Accessibility in eLearning has improved, but challenges persist. E-Learning platforms have made strides in designing resources with accessibility in mind, including features such as standardized keyboard navigation and text sizing configurations. However, the digital divide in terms of internet access and device ownership remains a significant issue, especially for K-12 education. Ensuring equal access for all learners continues to be a goal that requires ongoing efforts.

Adaptive Learning:

Adaptive learning technology has improved student outcomes. Research by the Bill and Melinda Gates Foundation found that adaptive learning technologies can help students learn more in less time. These technologies provide personalized content and feedback, enabling students to focus on areas where they need improvement. The data-driven approach of adaptive learning systems has proven to be effective.


Online degrees have gained more recognition and credibility, particularly in certain fields and industries. Many employers have become more accepting of online degrees, especially from reputable institutions. However, recognition can still depend on the field and the specific employer. E-Learning from renowned institutions such as MIT, Stanford, and Yale has played a role in enhancing the reputation of online education.


E-Learning has contributed to greater equity in education but with caveats. While it has the potential to bridge educational gaps, the digital divide remains a challenge, particularly at K-12 levels. The cost of translation and the availability of qualified manpower and infrastructure are concerns. Equity in eLearning is more pronounced at higher education levels, assuming generality of content and foreign language skills are alike.


Gamification has become an integral part of eLearning. Many online courses and platforms incorporate gamification elements such as points, badges, and leaderboards to engage learners. These features make learning interactive and fun, keeping students motivated. However, as mentioned in the original post, concerns about “pointsification” exist, and it’s essential to continually innovate to keep learners engaged.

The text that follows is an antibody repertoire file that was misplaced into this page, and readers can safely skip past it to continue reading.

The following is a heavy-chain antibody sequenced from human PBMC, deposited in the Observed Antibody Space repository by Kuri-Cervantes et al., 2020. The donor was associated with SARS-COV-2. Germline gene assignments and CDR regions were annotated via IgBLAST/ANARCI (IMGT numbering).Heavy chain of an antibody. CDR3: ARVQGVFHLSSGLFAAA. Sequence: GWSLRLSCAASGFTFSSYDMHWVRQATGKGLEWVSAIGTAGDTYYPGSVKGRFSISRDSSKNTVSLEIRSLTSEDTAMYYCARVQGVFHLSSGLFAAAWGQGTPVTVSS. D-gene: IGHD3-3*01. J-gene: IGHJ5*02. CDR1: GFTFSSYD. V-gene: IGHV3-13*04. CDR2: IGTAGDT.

The Reality Check

In the five years since the original blog post, the world has witnessed unprecedented events, including the global COVID-19 pandemic. The education landscape has transformed, with eLearning taking center stage as schools, colleges, and universities adapted to remote learning. However, this shift has also brought its unique set of challenges and opportunities.

The promises of eLearning have largely been realized and evolved positively. Technology, including AI and adaptive learning, has played a significant role in enhancing the effectiveness of eLearning. Flexibility and accessibility have improved, although challenges persist. Personalized learning and gamification have become more prevalent. E-Learning’s affordability and recognition have also grown. However, addressing equity and ensuring equal access for all learners remains an ongoing endeavor.


This journey back in time serves as a reality check, aiming to answer the questions: How have these eLearning promises held up in the real world? What has changed, and what remains the same? Join me in the coming weeks as we dive into each of these promises, backed by real-world evidence, to see if eLearning truly lived up to its potential or if there are areas that still require improvement. The eLearning landscape is ever-evolving, and this journey will uncover the latest developments, trends, and challenges that have shaped the world of digital education.

We are also bringing in the new projections for the next 5 years that will shape the way eLearning and Education technology evolves. Don’t forget to bookmark and subscribe to our posts for latest updates.